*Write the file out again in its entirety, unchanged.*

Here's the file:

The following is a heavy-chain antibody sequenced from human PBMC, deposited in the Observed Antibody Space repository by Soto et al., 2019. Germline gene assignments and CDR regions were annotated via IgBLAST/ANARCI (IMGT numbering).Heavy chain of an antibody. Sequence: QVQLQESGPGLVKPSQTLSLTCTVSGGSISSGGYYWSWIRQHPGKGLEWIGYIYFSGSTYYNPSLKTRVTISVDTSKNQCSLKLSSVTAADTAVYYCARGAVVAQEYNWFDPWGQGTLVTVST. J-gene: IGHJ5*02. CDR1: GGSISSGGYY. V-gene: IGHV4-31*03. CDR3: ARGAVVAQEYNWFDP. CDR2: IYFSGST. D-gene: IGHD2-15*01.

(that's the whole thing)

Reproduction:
The following is a heavy-chain antibody sequenced from human PBMC, deposited in the Observed Antibody Space repository by Soto et al., 2019. Germline gene assignments and CDR regions were annotated via IgBLAST/ANARCI (IMGT numbering).Heavy chain of an antibody. Sequence: QVQLQESGPGLVKPSQTLSLTCTVSGGSISSGGYYWSWIRQHPGKGLEWIGYIYFSGSTYYNPSLKTRVTISVDTSKNQCSLKLSSVTAADTAVYYCARGAVVAQEYNWFDPWGQGTLVTVST. J-gene: IGHJ5*02. CDR1: GGSISSGGYY. V-gene: IGHV4-31*03. CDR3: ARGAVVAQEYNWFDP. CDR2: IYFSGST. D-gene: IGHD2-15*01.